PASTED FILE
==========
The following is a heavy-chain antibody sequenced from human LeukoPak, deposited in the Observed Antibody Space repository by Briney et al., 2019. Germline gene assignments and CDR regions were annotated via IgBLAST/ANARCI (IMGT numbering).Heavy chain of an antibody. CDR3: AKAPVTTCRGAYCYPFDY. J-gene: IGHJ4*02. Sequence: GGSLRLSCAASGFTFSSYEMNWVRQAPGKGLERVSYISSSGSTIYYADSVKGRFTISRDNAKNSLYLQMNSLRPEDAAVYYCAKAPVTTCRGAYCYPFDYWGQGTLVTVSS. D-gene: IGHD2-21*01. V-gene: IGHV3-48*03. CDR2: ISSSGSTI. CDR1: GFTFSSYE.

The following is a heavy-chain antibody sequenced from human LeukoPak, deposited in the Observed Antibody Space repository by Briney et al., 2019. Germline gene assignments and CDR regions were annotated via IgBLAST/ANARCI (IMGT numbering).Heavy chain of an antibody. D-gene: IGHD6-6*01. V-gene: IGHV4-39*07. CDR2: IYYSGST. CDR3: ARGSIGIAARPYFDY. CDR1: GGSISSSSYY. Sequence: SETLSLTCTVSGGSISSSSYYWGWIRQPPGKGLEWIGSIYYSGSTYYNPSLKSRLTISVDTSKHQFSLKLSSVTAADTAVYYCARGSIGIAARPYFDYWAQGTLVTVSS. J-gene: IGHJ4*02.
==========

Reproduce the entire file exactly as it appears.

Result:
The following is a heavy-chain antibody sequenced from human LeukoPak, deposited in the Observed Antibody Space repository by Briney et al., 2019. Germline gene assignments and CDR regions were annotated via IgBLAST/ANARCI (IMGT numbering).Heavy chain of an antibody. CDR3: AKAPVTTCRGAYCYPFDY. J-gene: IGHJ4*02. Sequence: GGSLRLSCAASGFTFSSYEMNWVRQAPGKGLERVSYISSSGSTIYYADSVKGRFTISRDNAKNSLYLQMNSLRPEDAAVYYCAKAPVTTCRGAYCYPFDYWGQGTLVTVSS. D-gene: IGHD2-21*01. V-gene: IGHV3-48*03. CDR2: ISSSGSTI. CDR1: GFTFSSYE.

The following is a heavy-chain antibody sequenced from human LeukoPak, deposited in the Observed Antibody Space repository by Briney et al., 2019. Germline gene assignments and CDR regions were annotated via IgBLAST/ANARCI (IMGT numbering).Heavy chain of an antibody. D-gene: IGHD6-6*01. V-gene: IGHV4-39*07. CDR2: IYYSGST. CDR3: ARGSIGIAARPYFDY. CDR1: GGSISSSSYY. Sequence: SETLSLTCTVSGGSISSSSYYWGWIRQPPGKGLEWIGSIYYSGSTYYNPSLKSRLTISVDTSKHQFSLKLSSVTAADTAVYYCARGSIGIAARPYFDYWAQGTLVTVSS. J-gene: IGHJ4*02.